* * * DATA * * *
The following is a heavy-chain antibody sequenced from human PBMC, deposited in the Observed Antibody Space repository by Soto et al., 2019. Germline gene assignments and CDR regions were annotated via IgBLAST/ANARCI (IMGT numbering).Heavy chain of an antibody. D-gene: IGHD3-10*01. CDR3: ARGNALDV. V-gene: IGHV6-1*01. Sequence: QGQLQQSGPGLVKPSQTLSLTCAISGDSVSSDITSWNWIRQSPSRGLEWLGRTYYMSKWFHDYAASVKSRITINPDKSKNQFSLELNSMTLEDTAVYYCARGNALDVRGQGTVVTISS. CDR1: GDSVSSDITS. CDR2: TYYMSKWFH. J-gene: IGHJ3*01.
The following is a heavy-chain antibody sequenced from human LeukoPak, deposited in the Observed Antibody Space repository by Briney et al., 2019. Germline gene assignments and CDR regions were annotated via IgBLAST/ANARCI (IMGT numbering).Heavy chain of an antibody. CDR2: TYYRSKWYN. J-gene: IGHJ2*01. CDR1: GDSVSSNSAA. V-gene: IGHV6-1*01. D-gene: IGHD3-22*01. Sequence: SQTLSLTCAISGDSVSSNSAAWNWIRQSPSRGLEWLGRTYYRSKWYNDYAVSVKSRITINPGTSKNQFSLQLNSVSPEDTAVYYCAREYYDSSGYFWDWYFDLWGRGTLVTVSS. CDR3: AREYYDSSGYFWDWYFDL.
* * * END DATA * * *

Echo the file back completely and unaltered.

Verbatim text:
The following is a heavy-chain antibody sequenced from human PBMC, deposited in the Observed Antibody Space repository by Soto et al., 2019. Germline gene assignments and CDR regions were annotated via IgBLAST/ANARCI (IMGT numbering).Heavy chain of an antibody. D-gene: IGHD3-10*01. CDR3: ARGNALDV. V-gene: IGHV6-1*01. Sequence: QGQLQQSGPGLVKPSQTLSLTCAISGDSVSSDITSWNWIRQSPSRGLEWLGRTYYMSKWFHDYAASVKSRITINPDKSKNQFSLELNSMTLEDTAVYYCARGNALDVRGQGTVVTISS. CDR1: GDSVSSDITS. CDR2: TYYMSKWFH. J-gene: IGHJ3*01.
The following is a heavy-chain antibody sequenced from human LeukoPak, deposited in the Observed Antibody Space repository by Briney et al., 2019. Germline gene assignments and CDR regions were annotated via IgBLAST/ANARCI (IMGT numbering).Heavy chain of an antibody. CDR2: TYYRSKWYN. J-gene: IGHJ2*01. CDR1: GDSVSSNSAA. V-gene: IGHV6-1*01. D-gene: IGHD3-22*01. Sequence: SQTLSLTCAISGDSVSSNSAAWNWIRQSPSRGLEWLGRTYYRSKWYNDYAVSVKSRITINPGTSKNQFSLQLNSVSPEDTAVYYCAREYYDSSGYFWDWYFDLWGRGTLVTVSS. CDR3: AREYYDSSGYFWDWYFDL.